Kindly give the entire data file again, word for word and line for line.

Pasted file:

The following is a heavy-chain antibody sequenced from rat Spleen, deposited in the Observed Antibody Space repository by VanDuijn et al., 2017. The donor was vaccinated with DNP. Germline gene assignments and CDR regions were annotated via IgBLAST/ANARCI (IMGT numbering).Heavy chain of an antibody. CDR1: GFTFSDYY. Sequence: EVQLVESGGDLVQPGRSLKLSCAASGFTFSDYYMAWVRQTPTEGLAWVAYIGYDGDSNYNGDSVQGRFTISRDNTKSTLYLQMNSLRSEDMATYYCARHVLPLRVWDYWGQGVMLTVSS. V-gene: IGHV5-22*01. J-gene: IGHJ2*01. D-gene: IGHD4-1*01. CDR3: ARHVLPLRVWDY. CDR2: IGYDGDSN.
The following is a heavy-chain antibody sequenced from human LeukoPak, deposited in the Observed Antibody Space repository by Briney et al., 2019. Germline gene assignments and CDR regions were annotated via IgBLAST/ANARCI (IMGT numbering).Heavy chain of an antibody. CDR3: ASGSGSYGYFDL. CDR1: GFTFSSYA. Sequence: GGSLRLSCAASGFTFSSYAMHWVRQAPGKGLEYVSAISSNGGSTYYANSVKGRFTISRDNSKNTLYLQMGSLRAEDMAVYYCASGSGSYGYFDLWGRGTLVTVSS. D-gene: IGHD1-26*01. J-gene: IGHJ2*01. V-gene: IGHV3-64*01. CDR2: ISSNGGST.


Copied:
The following is a heavy-chain antibody sequenced from rat Spleen, deposited in the Observed Antibody Space repository by VanDuijn et al., 2017. The donor was vaccinated with DNP. Germline gene assignments and CDR regions were annotated via IgBLAST/ANARCI (IMGT numbering).Heavy chain of an antibody. CDR1: GFTFSDYY. Sequence: EVQLVESGGDLVQPGRSLKLSCAASGFTFSDYYMAWVRQTPTEGLAWVAYIGYDGDSNYNGDSVQGRFTISRDNTKSTLYLQMNSLRSEDMATYYCARHVLPLRVWDYWGQGVMLTVSS. V-gene: IGHV5-22*01. J-gene: IGHJ2*01. D-gene: IGHD4-1*01. CDR3: ARHVLPLRVWDY. CDR2: IGYDGDSN.
The following is a heavy-chain antibody sequenced from human LeukoPak, deposited in the Observed Antibody Space repository by Briney et al., 2019. Germline gene assignments and CDR regions were annotated via IgBLAST/ANARCI (IMGT numbering).Heavy chain of an antibody. CDR3: ASGSGSYGYFDL. CDR1: GFTFSSYA. Sequence: GGSLRLSCAASGFTFSSYAMHWVRQAPGKGLEYVSAISSNGGSTYYANSVKGRFTISRDNSKNTLYLQMGSLRAEDMAVYYCASGSGSYGYFDLWGRGTLVTVSS. D-gene: IGHD1-26*01. J-gene: IGHJ2*01. V-gene: IGHV3-64*01. CDR2: ISSNGGST.